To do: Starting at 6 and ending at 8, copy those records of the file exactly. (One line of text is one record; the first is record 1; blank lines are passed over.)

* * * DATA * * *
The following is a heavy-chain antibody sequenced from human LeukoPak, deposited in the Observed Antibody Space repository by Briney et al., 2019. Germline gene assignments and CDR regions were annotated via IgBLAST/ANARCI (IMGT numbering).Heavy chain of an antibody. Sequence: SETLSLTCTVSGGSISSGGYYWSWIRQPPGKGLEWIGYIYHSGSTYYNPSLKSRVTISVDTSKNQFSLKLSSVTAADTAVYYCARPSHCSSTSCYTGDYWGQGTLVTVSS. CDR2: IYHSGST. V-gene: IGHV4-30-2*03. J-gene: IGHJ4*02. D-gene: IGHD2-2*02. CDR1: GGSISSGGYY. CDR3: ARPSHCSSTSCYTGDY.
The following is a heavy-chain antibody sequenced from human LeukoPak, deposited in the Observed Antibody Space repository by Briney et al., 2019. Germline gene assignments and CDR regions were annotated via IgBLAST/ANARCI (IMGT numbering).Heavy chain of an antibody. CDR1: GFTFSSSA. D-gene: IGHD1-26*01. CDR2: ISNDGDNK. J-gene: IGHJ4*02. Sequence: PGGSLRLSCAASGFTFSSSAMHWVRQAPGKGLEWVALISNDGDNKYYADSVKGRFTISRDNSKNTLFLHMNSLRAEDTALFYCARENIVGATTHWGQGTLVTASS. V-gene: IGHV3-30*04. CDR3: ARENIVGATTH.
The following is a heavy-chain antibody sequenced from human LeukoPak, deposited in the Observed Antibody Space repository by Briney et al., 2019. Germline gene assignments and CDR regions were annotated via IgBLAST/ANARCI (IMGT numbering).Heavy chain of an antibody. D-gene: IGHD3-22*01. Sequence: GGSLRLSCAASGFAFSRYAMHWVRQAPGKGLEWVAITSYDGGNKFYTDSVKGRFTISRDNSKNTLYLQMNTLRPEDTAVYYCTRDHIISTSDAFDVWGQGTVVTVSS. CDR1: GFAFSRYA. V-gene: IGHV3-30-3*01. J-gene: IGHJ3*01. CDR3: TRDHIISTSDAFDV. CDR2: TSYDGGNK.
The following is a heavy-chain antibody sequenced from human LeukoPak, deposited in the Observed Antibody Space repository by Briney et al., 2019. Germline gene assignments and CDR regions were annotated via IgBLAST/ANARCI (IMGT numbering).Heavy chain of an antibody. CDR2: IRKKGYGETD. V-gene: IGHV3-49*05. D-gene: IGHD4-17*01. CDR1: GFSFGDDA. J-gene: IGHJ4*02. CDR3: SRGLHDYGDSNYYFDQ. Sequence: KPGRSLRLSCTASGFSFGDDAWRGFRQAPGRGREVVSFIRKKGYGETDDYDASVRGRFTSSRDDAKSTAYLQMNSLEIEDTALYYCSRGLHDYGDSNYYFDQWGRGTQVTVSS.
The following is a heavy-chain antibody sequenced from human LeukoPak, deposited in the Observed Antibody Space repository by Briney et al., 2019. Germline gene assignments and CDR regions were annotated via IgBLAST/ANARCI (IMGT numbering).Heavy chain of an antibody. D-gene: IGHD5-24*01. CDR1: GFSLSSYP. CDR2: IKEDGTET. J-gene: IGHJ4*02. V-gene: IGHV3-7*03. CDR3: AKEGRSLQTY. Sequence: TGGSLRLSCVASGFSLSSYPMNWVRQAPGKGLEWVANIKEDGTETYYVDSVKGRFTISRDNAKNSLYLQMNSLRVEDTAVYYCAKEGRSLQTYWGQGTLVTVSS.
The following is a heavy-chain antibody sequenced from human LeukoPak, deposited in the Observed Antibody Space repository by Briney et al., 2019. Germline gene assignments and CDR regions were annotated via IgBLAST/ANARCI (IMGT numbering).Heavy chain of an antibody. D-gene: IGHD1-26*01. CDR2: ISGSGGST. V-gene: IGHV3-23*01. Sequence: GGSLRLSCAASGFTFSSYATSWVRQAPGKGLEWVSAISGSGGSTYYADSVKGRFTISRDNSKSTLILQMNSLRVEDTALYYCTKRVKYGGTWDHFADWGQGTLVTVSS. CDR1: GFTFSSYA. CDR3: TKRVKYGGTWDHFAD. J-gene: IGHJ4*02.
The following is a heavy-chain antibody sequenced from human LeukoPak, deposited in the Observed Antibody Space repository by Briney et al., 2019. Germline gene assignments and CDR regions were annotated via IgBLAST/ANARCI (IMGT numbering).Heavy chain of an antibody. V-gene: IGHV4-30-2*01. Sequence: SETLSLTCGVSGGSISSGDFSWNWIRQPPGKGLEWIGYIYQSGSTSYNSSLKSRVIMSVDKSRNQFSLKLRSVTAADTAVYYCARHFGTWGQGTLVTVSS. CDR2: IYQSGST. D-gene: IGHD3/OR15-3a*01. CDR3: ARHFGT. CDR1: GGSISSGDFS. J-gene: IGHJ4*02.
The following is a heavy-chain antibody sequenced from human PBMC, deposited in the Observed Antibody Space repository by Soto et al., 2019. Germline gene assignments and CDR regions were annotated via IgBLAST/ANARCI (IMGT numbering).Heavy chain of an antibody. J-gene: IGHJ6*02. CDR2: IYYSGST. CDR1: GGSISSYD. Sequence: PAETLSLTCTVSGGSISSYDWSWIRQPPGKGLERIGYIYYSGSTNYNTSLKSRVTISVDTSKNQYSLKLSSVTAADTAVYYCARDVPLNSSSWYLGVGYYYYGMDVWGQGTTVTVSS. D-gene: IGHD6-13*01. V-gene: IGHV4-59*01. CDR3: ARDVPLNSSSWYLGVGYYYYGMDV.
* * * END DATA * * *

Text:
The following is a heavy-chain antibody sequenced from human LeukoPak, deposited in the Observed Antibody Space repository by Briney et al., 2019. Germline gene assignments and CDR regions were annotated via IgBLAST/ANARCI (IMGT numbering).Heavy chain of an antibody. D-gene: IGHD1-26*01. CDR2: ISGSGGST. V-gene: IGHV3-23*01. Sequence: GGSLRLSCAASGFTFSSYATSWVRQAPGKGLEWVSAISGSGGSTYYADSVKGRFTISRDNSKSTLILQMNSLRVEDTALYYCTKRVKYGGTWDHFADWGQGTLVTVSS. CDR1: GFTFSSYA. CDR3: TKRVKYGGTWDHFAD. J-gene: IGHJ4*02.
The following is a heavy-chain antibody sequenced from human LeukoPak, deposited in the Observed Antibody Space repository by Briney et al., 2019. Germline gene assignments and CDR regions were annotated via IgBLAST/ANARCI (IMGT numbering).Heavy chain of an antibody. V-gene: IGHV4-30-2*01. Sequence: SETLSLTCGVSGGSISSGDFSWNWIRQPPGKGLEWIGYIYQSGSTSYNSSLKSRVIMSVDKSRNQFSLKLRSVTAADTAVYYCARHFGTWGQGTLVTVSS. CDR2: IYQSGST. D-gene: IGHD3/OR15-3a*01. CDR3: ARHFGT. CDR1: GGSISSGDFS. J-gene: IGHJ4*02.
The following is a heavy-chain antibody sequenced from human PBMC, deposited in the Observed Antibody Space repository by Soto et al., 2019. Germline gene assignments and CDR regions were annotated via IgBLAST/ANARCI (IMGT numbering).Heavy chain of an antibody. J-gene: IGHJ6*02. CDR2: IYYSGST. CDR1: GGSISSYD. Sequence: PAETLSLTCTVSGGSISSYDWSWIRQPPGKGLERIGYIYYSGSTNYNTSLKSRVTISVDTSKNQYSLKLSSVTAADTAVYYCARDVPLNSSSWYLGVGYYYYGMDVWGQGTTVTVSS. D-gene: IGHD6-13*01. V-gene: IGHV4-59*01. CDR3: ARDVPLNSSSWYLGVGYYYYGMDV.